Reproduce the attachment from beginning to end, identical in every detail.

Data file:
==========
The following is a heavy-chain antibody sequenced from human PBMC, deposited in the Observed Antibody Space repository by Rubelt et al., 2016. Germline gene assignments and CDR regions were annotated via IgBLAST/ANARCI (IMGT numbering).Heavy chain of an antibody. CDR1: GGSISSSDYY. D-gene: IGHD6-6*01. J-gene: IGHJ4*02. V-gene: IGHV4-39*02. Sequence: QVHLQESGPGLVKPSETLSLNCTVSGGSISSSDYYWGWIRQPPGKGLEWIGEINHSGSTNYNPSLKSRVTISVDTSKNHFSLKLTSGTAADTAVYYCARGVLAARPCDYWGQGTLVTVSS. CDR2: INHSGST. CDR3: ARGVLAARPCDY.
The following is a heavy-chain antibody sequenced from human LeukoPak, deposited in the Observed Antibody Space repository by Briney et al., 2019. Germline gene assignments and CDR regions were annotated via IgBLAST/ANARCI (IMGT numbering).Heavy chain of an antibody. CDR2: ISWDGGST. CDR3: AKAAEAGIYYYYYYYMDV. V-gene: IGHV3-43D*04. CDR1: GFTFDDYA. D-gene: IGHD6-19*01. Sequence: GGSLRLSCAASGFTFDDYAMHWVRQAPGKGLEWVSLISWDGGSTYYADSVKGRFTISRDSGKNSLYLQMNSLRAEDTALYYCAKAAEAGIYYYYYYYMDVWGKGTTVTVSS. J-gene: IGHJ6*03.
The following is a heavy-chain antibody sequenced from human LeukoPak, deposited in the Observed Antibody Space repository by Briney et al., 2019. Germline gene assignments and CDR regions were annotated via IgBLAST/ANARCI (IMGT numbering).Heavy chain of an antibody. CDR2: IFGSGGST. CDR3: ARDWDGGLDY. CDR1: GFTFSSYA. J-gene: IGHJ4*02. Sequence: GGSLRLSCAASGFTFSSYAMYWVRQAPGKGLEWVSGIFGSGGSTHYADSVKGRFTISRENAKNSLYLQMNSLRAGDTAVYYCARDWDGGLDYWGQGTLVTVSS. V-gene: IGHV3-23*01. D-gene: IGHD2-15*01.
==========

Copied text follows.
The following is a heavy-chain antibody sequenced from human PBMC, deposited in the Observed Antibody Space repository by Rubelt et al., 2016. Germline gene assignments and CDR regions were annotated via IgBLAST/ANARCI (IMGT numbering).Heavy chain of an antibody. CDR1: GGSISSSDYY. D-gene: IGHD6-6*01. J-gene: IGHJ4*02. V-gene: IGHV4-39*02. Sequence: QVHLQESGPGLVKPSETLSLNCTVSGGSISSSDYYWGWIRQPPGKGLEWIGEINHSGSTNYNPSLKSRVTISVDTSKNHFSLKLTSGTAADTAVYYCARGVLAARPCDYWGQGTLVTVSS. CDR2: INHSGST. CDR3: ARGVLAARPCDY.
The following is a heavy-chain antibody sequenced from human LeukoPak, deposited in the Observed Antibody Space repository by Briney et al., 2019. Germline gene assignments and CDR regions were annotated via IgBLAST/ANARCI (IMGT numbering).Heavy chain of an antibody. CDR2: ISWDGGST. CDR3: AKAAEAGIYYYYYYYMDV. V-gene: IGHV3-43D*04. CDR1: GFTFDDYA. D-gene: IGHD6-19*01. Sequence: GGSLRLSCAASGFTFDDYAMHWVRQAPGKGLEWVSLISWDGGSTYYADSVKGRFTISRDSGKNSLYLQMNSLRAEDTALYYCAKAAEAGIYYYYYYYMDVWGKGTTVTVSS. J-gene: IGHJ6*03.
The following is a heavy-chain antibody sequenced from human LeukoPak, deposited in the Observed Antibody Space repository by Briney et al., 2019. Germline gene assignments and CDR regions were annotated via IgBLAST/ANARCI (IMGT numbering).Heavy chain of an antibody. CDR2: IFGSGGST. CDR3: ARDWDGGLDY. CDR1: GFTFSSYA. J-gene: IGHJ4*02. Sequence: GGSLRLSCAASGFTFSSYAMYWVRQAPGKGLEWVSGIFGSGGSTHYADSVKGRFTISRENAKNSLYLQMNSLRAGDTAVYYCARDWDGGLDYWGQGTLVTVSS. V-gene: IGHV3-23*01. D-gene: IGHD2-15*01.